In mere days, we have witnessed the relentless and ruthless course of systemic racism in the United States and its—quite literally—suffocation of Black life. The Diasporic Vietnamese Artists Network stands in solidarity with George Floyd, Breonna Taylor, Ahmaud Arbery, Tony McDade, Nina Pop, as well as their grieving families and communities. It is important to recognize that the recent constellation of police brutality is by no means novel, but deeply rooted in the United States’ long genealogy of anti-Black violence and white supremacist logics. These logics, it is crucial to recognize, have been constantly reproduced and redeployed in the racialization of the Vietnamese during and after wartime. Racism is relational, and so must be our response.
“Justice” and “accountability” operate on different registers for distinctly-situated peoples. As non-Black people of color, we must hold our communities accountable in addressing the issue of Asian and Asian American complicity that is a reality in the racist society in which we all live. Justice for Black communities is only possible through critical and constant interrogation of how we benefit from—and actively participate in—systems that disproportionately dispossess Black lives. Throughout history, we have benefited from Black freedom struggles; now, likewise, we must stay connected to, care about, and collectivize for the Black community. Solidarity has been, but cannot be, a vacuous buzzword. Calls for solidarity must be accompanied by direct material action.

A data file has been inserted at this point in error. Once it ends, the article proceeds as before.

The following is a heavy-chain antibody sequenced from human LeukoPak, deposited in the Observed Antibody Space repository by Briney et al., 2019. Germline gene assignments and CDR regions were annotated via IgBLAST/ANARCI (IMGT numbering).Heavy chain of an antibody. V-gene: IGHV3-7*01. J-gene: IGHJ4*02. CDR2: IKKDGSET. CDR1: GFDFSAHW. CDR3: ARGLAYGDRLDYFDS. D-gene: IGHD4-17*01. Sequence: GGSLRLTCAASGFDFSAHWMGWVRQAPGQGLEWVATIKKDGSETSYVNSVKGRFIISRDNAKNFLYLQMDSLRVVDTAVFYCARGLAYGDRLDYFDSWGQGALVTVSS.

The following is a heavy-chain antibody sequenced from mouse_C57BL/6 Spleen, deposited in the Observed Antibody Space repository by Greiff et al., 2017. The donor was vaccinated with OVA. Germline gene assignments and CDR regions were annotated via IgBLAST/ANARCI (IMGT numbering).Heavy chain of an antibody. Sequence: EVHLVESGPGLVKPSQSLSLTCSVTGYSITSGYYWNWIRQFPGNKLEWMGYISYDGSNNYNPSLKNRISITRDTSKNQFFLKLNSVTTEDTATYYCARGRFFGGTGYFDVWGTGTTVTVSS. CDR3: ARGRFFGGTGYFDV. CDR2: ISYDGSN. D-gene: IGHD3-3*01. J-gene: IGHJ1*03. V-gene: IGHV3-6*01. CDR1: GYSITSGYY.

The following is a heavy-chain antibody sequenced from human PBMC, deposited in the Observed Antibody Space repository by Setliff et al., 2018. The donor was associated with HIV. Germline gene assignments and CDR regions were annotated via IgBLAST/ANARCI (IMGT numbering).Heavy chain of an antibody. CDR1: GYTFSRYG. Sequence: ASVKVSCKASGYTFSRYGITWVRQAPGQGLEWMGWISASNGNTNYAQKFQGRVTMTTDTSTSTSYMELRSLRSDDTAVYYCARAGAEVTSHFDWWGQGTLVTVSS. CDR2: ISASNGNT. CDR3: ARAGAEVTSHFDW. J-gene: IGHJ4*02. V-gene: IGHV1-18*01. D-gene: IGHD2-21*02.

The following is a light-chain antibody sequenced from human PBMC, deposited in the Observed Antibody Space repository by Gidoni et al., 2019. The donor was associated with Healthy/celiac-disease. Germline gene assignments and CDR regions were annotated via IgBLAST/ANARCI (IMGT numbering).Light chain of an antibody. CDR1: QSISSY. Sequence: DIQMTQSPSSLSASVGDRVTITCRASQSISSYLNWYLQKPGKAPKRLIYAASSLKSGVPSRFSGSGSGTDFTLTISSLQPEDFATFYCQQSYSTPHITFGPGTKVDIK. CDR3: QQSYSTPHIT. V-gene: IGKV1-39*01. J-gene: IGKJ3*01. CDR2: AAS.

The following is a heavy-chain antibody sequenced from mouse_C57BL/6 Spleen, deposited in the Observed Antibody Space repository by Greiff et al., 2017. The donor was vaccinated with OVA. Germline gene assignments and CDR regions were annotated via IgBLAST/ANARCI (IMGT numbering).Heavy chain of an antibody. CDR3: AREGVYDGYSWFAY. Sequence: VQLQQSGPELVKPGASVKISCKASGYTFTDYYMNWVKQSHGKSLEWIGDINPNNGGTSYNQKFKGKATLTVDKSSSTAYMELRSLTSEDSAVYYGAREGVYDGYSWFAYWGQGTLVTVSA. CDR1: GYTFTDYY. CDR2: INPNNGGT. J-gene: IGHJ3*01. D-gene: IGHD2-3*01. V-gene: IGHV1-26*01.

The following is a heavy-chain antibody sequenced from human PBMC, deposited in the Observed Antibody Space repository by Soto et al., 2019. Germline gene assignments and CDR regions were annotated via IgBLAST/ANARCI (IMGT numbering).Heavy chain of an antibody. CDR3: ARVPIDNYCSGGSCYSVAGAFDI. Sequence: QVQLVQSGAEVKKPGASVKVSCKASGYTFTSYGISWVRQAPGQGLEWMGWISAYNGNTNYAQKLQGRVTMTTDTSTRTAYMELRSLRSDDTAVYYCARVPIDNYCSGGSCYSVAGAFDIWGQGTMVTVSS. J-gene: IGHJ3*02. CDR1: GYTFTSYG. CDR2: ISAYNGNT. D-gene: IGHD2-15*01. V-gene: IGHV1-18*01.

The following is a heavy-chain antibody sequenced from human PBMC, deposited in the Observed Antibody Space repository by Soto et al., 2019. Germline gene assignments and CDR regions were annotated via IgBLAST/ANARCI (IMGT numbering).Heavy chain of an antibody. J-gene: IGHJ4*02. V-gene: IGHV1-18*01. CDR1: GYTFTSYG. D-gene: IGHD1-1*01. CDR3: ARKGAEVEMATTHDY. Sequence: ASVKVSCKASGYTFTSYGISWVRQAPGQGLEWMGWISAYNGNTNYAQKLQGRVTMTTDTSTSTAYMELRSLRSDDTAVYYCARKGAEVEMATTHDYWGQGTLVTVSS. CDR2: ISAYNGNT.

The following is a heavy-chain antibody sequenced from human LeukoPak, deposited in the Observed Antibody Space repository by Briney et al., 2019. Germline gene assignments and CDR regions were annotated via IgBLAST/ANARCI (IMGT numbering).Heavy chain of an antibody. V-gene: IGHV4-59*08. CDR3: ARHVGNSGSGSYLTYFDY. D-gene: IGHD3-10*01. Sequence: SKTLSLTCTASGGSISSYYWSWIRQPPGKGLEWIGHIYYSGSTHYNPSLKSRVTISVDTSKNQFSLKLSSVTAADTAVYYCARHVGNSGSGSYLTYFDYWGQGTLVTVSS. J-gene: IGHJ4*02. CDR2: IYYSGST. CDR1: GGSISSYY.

Thus, DVAN outlines a list of actions, readings, and tools for the community to engage:
Links to donate to the victims’ families, bail organizations, and Black communities fighting for justice:
To be further useful in movements for Black liberation, we must look into the specific ways we ourselves are functioning under state violence and white supremacy. We can do way better than attempting to organize around a myth.
The protest is on 38th and Chicago, at the site where a white cop murdered a black man, George Floyd. I am very familiar with this intersection: I grew up not far away, in Phillips, and currently live even closer.
A submission call for "texture poems" from the Vietnamese diaspora, in commemoration of the 44th anniversary of April 30, 1975. We would like to consider “textures” of diasporic experience that have since been gathered, created, collected and re-collected, imagined and re-imagined, since that historic day in 1975.
diaCRITICS is a blog that showcases voices and stories from writers, artists and culture-makers of the Vietnamese and Southeast Asian diaspora on and from all shores. We publish poetry, fiction, essays, reviews, visual art, and more. Our founding editor and publisher is Viet Thanh Nguyen. diaCRITICS is a project of the Diasporic Vietnamese Artists Network (DVAN).